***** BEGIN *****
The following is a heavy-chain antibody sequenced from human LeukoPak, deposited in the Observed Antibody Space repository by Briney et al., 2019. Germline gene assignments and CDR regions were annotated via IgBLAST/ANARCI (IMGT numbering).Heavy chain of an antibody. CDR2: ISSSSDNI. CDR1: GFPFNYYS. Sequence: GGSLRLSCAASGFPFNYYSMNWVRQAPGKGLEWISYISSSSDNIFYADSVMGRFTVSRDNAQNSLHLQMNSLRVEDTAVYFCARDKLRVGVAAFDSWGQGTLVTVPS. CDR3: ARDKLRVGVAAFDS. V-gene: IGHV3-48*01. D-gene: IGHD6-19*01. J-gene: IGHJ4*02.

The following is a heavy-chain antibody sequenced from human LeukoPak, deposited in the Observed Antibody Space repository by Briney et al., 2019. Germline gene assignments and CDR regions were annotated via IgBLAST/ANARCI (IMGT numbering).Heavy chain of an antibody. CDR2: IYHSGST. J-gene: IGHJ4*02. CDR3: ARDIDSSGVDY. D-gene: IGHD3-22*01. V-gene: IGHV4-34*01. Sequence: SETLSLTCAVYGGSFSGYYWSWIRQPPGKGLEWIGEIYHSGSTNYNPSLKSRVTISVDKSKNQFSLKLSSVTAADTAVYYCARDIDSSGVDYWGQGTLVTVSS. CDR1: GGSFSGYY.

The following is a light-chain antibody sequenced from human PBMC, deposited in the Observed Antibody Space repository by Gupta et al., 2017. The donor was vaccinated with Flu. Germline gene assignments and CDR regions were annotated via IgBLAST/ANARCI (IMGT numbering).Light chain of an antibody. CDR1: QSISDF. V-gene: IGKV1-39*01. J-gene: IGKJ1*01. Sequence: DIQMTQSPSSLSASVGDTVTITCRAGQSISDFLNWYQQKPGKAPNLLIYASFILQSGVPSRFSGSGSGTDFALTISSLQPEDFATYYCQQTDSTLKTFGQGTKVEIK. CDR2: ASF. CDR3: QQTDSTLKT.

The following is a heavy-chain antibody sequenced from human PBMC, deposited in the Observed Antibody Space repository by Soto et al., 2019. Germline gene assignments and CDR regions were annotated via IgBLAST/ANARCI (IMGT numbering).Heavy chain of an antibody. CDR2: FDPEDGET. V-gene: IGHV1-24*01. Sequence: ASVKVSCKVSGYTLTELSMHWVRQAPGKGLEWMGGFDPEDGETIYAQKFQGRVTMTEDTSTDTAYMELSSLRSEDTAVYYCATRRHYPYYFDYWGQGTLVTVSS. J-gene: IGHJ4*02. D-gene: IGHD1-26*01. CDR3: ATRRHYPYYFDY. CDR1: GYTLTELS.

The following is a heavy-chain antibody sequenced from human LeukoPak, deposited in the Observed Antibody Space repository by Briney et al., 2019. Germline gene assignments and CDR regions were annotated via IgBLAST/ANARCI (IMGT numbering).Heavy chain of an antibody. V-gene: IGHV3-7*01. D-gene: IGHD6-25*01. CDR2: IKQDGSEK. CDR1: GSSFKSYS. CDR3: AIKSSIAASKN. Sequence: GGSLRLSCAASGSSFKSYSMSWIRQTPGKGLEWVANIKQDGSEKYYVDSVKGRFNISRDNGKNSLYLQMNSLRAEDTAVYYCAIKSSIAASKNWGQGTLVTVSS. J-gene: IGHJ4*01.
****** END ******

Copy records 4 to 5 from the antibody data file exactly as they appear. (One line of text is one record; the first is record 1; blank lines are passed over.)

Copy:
The following is a heavy-chain antibody sequenced from human PBMC, deposited in the Observed Antibody Space repository by Soto et al., 2019. Germline gene assignments and CDR regions were annotated via IgBLAST/ANARCI (IMGT numbering).Heavy chain of an antibody. CDR2: FDPEDGET. V-gene: IGHV1-24*01. Sequence: ASVKVSCKVSGYTLTELSMHWVRQAPGKGLEWMGGFDPEDGETIYAQKFQGRVTMTEDTSTDTAYMELSSLRSEDTAVYYCATRRHYPYYFDYWGQGTLVTVSS. J-gene: IGHJ4*02. D-gene: IGHD1-26*01. CDR3: ATRRHYPYYFDY. CDR1: GYTLTELS.

The following is a heavy-chain antibody sequenced from human LeukoPak, deposited in the Observed Antibody Space repository by Briney et al., 2019. Germline gene assignments and CDR regions were annotated via IgBLAST/ANARCI (IMGT numbering).Heavy chain of an antibody. V-gene: IGHV3-7*01. D-gene: IGHD6-25*01. CDR2: IKQDGSEK. CDR1: GSSFKSYS. CDR3: AIKSSIAASKN. Sequence: GGSLRLSCAASGSSFKSYSMSWIRQTPGKGLEWVANIKQDGSEKYYVDSVKGRFNISRDNGKNSLYLQMNSLRAEDTAVYYCAIKSSIAASKNWGQGTLVTVSS. J-gene: IGHJ4*01.